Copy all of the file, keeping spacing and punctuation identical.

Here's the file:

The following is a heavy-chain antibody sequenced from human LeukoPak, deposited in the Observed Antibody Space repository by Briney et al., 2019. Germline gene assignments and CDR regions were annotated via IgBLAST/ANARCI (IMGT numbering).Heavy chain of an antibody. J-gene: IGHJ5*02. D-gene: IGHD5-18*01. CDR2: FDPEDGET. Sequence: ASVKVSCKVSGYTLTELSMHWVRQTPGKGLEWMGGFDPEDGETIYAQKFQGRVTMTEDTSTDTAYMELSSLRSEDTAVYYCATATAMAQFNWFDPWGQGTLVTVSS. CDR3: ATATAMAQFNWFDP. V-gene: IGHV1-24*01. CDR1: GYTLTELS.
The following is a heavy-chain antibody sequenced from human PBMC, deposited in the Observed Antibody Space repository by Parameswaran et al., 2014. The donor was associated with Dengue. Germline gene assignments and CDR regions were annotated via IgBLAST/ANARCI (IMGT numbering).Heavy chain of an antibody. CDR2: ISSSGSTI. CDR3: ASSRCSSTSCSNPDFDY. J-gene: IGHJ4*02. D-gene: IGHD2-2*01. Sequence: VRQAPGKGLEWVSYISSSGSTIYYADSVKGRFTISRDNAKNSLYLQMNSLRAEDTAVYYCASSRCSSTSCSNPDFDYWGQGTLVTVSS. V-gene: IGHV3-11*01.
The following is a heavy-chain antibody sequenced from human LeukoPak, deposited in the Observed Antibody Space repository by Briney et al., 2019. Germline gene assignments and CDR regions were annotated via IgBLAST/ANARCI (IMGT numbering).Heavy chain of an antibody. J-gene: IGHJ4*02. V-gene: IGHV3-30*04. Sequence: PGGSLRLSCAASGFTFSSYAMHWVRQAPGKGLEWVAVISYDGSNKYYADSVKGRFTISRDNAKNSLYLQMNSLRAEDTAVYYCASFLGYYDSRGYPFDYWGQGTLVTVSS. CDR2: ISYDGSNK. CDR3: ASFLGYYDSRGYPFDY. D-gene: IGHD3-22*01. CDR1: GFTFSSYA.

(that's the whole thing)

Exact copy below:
The following is a heavy-chain antibody sequenced from human LeukoPak, deposited in the Observed Antibody Space repository by Briney et al., 2019. Germline gene assignments and CDR regions were annotated via IgBLAST/ANARCI (IMGT numbering).Heavy chain of an antibody. J-gene: IGHJ5*02. D-gene: IGHD5-18*01. CDR2: FDPEDGET. Sequence: ASVKVSCKVSGYTLTELSMHWVRQTPGKGLEWMGGFDPEDGETIYAQKFQGRVTMTEDTSTDTAYMELSSLRSEDTAVYYCATATAMAQFNWFDPWGQGTLVTVSS. CDR3: ATATAMAQFNWFDP. V-gene: IGHV1-24*01. CDR1: GYTLTELS.
The following is a heavy-chain antibody sequenced from human PBMC, deposited in the Observed Antibody Space repository by Parameswaran et al., 2014. The donor was associated with Dengue. Germline gene assignments and CDR regions were annotated via IgBLAST/ANARCI (IMGT numbering).Heavy chain of an antibody. CDR2: ISSSGSTI. CDR3: ASSRCSSTSCSNPDFDY. J-gene: IGHJ4*02. D-gene: IGHD2-2*01. Sequence: VRQAPGKGLEWVSYISSSGSTIYYADSVKGRFTISRDNAKNSLYLQMNSLRAEDTAVYYCASSRCSSTSCSNPDFDYWGQGTLVTVSS. V-gene: IGHV3-11*01.
The following is a heavy-chain antibody sequenced from human LeukoPak, deposited in the Observed Antibody Space repository by Briney et al., 2019. Germline gene assignments and CDR regions were annotated via IgBLAST/ANARCI (IMGT numbering).Heavy chain of an antibody. J-gene: IGHJ4*02. V-gene: IGHV3-30*04. Sequence: PGGSLRLSCAASGFTFSSYAMHWVRQAPGKGLEWVAVISYDGSNKYYADSVKGRFTISRDNAKNSLYLQMNSLRAEDTAVYYCASFLGYYDSRGYPFDYWGQGTLVTVSS. CDR2: ISYDGSNK. CDR3: ASFLGYYDSRGYPFDY. D-gene: IGHD3-22*01. CDR1: GFTFSSYA.